These stories are particularly poignant for anyone who grew up gay in America’s desolate places, but Corcoran speaks...

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THE ROPE SWING

STORIES

In this debut book of interconnected stories, Corcoran writes fiercely about the lifelong effects of growing up in a small town on those who leave and those who stay.

He sets the scene in “Appalachian Swan Song,” describing the West Virginia hamlet where these stories are set. “We were mountain people,” Corcoran writes. “The mountains were in our voices and on our worn clothes. We were as sturdy as our old oak trees, everlasting, never changing. We were survivors and subsisters.” The core here is the title story, “The Rope Swing,” about a teenage boy frightened of his growing attraction to a male friend. The internal and external conflicts of gay men are a central theme in “Through the Still Hours,” about a man’s yearning to recapture the passions of his youth. The author turns to the lives of women in “Pauly’s Girl,” about a woman rebuilding her life after losing her platonic partner, and “Felicitations,” a story about a pregnant genetic counselor that is Carver-esque in its dry compassion. The remaining stories are mostly about the reverberations our lives have on us. “Hank the King” finds an aging raconteur struggling with the question of whether he is a good man. “Excavation” finds two teens on the verge of graduation descending into an abandoned school slated for demolition. Corcoran finishes off the collection with two deeply personal stories, “Brooklyn, 4 A.M.” and “A Touch,” which are all about the realization that even if we end up far from home, part of that place and time catches up with us. Corcoran is a remarkably empathetic writer whose subtle portraits capture undeniably tender moments in the lives of his characters.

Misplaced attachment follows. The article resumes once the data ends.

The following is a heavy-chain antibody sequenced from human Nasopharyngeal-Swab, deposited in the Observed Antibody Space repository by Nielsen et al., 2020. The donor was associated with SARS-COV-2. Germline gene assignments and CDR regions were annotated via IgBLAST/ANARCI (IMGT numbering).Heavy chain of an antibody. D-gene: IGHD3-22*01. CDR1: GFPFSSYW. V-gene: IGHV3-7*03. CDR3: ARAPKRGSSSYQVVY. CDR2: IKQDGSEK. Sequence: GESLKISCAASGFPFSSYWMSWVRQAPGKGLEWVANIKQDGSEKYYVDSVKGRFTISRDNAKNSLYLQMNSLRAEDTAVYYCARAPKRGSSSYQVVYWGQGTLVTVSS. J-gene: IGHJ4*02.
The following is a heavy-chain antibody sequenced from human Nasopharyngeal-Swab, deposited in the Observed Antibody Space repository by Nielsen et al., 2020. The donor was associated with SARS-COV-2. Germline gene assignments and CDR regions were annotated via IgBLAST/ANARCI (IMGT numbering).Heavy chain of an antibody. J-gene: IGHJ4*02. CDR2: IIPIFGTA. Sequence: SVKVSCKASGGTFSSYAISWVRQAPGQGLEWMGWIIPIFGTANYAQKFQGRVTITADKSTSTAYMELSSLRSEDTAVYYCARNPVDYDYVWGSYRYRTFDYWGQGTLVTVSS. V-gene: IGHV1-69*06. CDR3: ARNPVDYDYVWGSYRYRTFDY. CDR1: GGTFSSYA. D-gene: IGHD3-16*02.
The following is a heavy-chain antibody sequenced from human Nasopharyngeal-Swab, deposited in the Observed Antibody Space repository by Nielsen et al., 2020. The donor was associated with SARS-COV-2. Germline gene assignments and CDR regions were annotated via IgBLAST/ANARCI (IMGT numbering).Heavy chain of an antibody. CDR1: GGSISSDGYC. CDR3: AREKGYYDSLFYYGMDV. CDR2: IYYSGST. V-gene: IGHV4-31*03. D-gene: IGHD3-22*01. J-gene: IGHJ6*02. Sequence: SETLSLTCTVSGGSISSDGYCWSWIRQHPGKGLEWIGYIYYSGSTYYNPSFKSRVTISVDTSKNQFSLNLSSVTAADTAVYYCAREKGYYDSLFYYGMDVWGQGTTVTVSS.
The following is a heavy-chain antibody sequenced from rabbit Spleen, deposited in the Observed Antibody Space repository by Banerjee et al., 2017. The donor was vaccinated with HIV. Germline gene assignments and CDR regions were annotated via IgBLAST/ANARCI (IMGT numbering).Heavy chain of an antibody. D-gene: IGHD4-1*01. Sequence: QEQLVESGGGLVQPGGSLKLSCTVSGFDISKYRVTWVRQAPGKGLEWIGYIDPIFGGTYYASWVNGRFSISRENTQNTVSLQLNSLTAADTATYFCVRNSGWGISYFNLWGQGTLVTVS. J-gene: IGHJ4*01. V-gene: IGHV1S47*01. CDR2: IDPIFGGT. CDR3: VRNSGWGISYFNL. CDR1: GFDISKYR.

These stories are particularly poignant for anyone who grew up gay in America’s desolate places, but Corcoran speaks eloquently to all facets of the human condition.

Pub Date: April 1, 2016

ISBN: 978-1-943665-11-2

Page Count: 176

Publisher: Vandalia Press/West Virginia Univ.

Review Posted Online: Jan. 21, 2016

Kirkus Reviews Issue: Feb. 1, 2016

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THE THINGS THEY CARRIED

It's being called a novel, but it is more a hybrid: short-stories/essays/confessions about the Vietnam War—the subject that O'Brien reasonably comes back to with every book. Some of these stories/memoirs are very good in their starkness and factualness: the title piece, about what a foot soldier actually has on him (weights included) at any given time, lends a palpability that makes the emotional freight (fear, horror, guilt) correspond superbly. Maybe the most moving piece here is "On The Rainy River," about a draftee's ambivalence about going, and how he decided to go: "I would go to war—I would kill and maybe die—because I was embarrassed not to." But so much else is so structurally coy that real effects are muted and disadvantaged: O'Brien is writing a book more about earnestness than about war, and the peekaboos of this isn't really me but of course it truly is serve no true purpose. They make this an annoyingly arty book, hiding more than not behind Hemingwayesque time-signatures and puerile repetitions about war (and memory and everything else, for that matter) being hell and heaven both. A disappointment.